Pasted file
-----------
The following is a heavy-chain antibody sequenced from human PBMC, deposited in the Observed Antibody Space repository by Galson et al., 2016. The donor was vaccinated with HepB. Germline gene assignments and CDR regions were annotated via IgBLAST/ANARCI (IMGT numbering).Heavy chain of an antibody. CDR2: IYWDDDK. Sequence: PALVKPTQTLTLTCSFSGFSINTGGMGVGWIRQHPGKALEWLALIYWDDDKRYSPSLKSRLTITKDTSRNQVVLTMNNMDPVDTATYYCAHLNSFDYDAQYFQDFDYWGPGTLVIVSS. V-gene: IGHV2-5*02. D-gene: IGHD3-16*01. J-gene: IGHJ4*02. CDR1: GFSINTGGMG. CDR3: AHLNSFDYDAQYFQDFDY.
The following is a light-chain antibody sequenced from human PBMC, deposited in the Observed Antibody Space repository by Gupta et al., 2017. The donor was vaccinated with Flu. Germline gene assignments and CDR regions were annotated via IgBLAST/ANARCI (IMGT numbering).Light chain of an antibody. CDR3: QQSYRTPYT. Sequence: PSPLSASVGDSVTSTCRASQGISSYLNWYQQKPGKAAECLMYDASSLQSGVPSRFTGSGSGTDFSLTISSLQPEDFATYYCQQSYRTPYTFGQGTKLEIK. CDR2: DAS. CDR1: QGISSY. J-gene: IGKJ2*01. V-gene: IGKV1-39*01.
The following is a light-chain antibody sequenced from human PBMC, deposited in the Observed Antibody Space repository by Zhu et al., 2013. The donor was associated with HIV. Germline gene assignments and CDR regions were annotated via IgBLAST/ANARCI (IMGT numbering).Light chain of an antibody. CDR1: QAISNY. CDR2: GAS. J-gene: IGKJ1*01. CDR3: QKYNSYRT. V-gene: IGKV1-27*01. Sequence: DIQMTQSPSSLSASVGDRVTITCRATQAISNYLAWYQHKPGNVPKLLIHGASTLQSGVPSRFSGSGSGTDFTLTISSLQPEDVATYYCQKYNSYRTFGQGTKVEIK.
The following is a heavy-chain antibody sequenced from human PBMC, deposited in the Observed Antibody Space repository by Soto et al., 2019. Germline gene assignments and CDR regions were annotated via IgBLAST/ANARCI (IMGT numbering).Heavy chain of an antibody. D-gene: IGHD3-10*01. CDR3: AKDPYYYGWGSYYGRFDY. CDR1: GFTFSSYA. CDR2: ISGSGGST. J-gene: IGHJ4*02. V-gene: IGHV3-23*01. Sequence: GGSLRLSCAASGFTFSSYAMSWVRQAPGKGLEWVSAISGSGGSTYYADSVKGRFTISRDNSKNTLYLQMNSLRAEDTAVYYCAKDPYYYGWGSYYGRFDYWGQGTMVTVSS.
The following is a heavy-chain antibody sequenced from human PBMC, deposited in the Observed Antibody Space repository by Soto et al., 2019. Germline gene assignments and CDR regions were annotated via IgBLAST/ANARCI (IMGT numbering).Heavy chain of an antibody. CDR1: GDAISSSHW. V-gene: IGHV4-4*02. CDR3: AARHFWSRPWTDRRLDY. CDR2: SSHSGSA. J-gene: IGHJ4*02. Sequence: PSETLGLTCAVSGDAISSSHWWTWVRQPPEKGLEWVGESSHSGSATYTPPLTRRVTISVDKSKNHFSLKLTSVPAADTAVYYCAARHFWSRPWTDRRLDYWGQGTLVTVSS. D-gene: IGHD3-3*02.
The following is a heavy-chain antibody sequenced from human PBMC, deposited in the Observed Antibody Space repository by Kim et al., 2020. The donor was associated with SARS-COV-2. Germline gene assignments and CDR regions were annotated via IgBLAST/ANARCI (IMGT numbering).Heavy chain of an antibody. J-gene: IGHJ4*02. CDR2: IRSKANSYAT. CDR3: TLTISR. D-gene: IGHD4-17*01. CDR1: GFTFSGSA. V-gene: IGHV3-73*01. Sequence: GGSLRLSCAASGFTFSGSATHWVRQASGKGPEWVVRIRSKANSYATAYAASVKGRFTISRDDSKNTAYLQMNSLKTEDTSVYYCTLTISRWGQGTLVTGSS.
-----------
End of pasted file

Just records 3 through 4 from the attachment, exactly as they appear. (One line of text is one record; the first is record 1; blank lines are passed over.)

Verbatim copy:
The following is a light-chain antibody sequenced from human PBMC, deposited in the Observed Antibody Space repository by Zhu et al., 2013. The donor was associated with HIV. Germline gene assignments and CDR regions were annotated via IgBLAST/ANARCI (IMGT numbering).Light chain of an antibody. CDR1: QAISNY. CDR2: GAS. J-gene: IGKJ1*01. CDR3: QKYNSYRT. V-gene: IGKV1-27*01. Sequence: DIQMTQSPSSLSASVGDRVTITCRATQAISNYLAWYQHKPGNVPKLLIHGASTLQSGVPSRFSGSGSGTDFTLTISSLQPEDVATYYCQKYNSYRTFGQGTKVEIK.
The following is a heavy-chain antibody sequenced from human PBMC, deposited in the Observed Antibody Space repository by Soto et al., 2019. Germline gene assignments and CDR regions were annotated via IgBLAST/ANARCI (IMGT numbering).Heavy chain of an antibody. D-gene: IGHD3-10*01. CDR3: AKDPYYYGWGSYYGRFDY. CDR1: GFTFSSYA. CDR2: ISGSGGST. J-gene: IGHJ4*02. V-gene: IGHV3-23*01. Sequence: GGSLRLSCAASGFTFSSYAMSWVRQAPGKGLEWVSAISGSGGSTYYADSVKGRFTISRDNSKNTLYLQMNSLRAEDTAVYYCAKDPYYYGWGSYYGRFDYWGQGTMVTVSS.